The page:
NASA’s James Webb Space Telescope, the world’s largest and most powerful, rocketed away from South America into the sky Christmas morning.
An Ariane 5 rocket lifted off from Europe’s Spaceport in Kourou, French Guiana carrying NASA’s next-generation space observatory.
"#NASAWebb is now on its way to its new home a million miles from Earth, where it will #UnfoldTheUniverse in ways we’ve never seen before," NASA tweeted following the launch.
It will be the biggest and most powerful astronomical observatory ever to leave the planet, elaborate in its design and ambitious in its scope. At a budget-busting $10 billion, it is the most expensive and also the trickiest, by far, to pull off.
The James Webb Space Telescope will seek out the faint, twinkling light from the first stars and galaxies, providing a glimpse into cosmic creation. Its infrared eyes will also stare down black holes and hunt for alien worlds, scouring the atmospheres of planets for water and other possible hints of life.
"That’s why it’s worth taking risks. That’s why it’s worth the agony and the sleepless nights," NASA's science mission chief Thomas Zurbuchen said in an interview with The Associated Press.
NASA Administrator Bill Nelson said he's more nervous now than when he launched on space shuttle Columbia in 1986.
"There are over 300 things, any one of which goes wrong, it is not a good day," Nelson told the AP. "So the whole thing has got to work perfectly."
The Webb telescope is so big that it had to be folded origami-style to fit into the nose cone of the European Ariane rocket for liftoff from the coast of French Guiana in South America. Its light-collecting mirror is the size of several parking spots and its sunshade the size of a tennis court. Everything needs to be unfolded once the spacecraft is speeding toward its perch 1 million miles (1.6 million kilometers) away.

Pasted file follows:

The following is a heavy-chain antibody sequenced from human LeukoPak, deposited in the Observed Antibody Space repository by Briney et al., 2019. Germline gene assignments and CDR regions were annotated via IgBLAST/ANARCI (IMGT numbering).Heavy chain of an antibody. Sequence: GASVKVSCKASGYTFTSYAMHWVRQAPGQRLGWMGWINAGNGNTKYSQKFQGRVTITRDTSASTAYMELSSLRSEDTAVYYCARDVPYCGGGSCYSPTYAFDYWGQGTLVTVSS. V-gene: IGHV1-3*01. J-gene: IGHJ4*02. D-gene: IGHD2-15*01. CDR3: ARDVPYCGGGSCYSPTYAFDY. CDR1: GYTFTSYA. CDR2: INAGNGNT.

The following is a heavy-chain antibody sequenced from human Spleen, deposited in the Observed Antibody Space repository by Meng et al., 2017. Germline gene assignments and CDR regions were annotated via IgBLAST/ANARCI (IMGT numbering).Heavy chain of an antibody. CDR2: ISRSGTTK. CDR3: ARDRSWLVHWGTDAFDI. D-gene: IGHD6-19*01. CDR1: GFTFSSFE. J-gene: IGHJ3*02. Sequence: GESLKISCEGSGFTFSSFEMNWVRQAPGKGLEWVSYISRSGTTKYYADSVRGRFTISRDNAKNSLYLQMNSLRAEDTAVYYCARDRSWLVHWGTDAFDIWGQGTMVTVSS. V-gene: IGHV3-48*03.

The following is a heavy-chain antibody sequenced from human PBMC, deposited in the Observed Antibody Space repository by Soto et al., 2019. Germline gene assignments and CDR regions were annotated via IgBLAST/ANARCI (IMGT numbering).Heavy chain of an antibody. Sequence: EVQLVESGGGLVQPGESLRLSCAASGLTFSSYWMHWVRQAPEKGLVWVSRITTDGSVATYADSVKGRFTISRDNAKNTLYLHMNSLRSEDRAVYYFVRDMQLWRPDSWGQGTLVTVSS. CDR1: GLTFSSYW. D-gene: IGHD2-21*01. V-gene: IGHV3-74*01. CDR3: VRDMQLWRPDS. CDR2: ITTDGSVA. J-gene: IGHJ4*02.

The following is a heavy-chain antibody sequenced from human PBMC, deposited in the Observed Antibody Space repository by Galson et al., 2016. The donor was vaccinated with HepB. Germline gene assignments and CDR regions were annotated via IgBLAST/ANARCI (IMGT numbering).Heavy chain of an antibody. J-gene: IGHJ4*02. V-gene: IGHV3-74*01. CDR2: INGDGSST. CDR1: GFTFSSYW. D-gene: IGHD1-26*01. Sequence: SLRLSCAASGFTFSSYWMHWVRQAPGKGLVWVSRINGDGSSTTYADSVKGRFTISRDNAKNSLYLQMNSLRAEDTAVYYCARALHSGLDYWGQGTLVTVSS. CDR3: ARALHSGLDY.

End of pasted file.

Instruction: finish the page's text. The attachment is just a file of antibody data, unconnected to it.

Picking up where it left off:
"We’ve been waiting a long time for this," said the Massachusetts Institute of Technology's planet hunter Sara Seager. "Webb will move our search for life forward, but to find signs of life we have to be incredibly lucky."
Named after the man who led NASA during the space-trailblazing 1960s, the 7-ton James Webb Space Telescope is 100 times more powerful than Hubble.
The 31-year-old Hubble — increasingly creaky but still churning out celestial glamour shots — focuses on visible and ultraviolet light, with just a smattering of infrared light.
As an infrared or heat-sensing telescope, Webb will see things Hubble can’t, providing "an entirely new perspective on the universe that will be just as awe-inspiring," said Nikole Lewis, deputy director of Cornell University’s Carl Sagan Institute.
Webb will attempt to look back in time 13.7 billion years, a mere 100 million years after the universe-forming Big Bang as the original stars were taking shape. Scientists are eager to see how closely, if at all, these initial galaxies resemble our modern day Milky Way.
To out hustle Hubble, Webb requires a considerably bigger mirror spanning 21 feet (6.5 meters). It also needs a canopy large enough to keep sunshine and even reflections from the Earth and moon off the mirror and science instruments. The shiny, five-layered thin shade stretches 70 feet by 46 feet (21 meters by 14 meters), essential for keeping all four instruments in a constant subzero state — around minus 400 degrees Fahrenheit (minus 240 degrees Celsius).
The most daunting part of the mission: Unfolding Webb’s mirror and sunshield following launch, and locking them into perfect position. The gold-plated mirror consists of 18 motor-driven segments, each of which must be meticulously aligned so they can focus as one.
NASA has never attempted such a complicated series of steps remotely. Many of the mechanisms have no backup, so the failure of any of 344 such parts could doom the mission.
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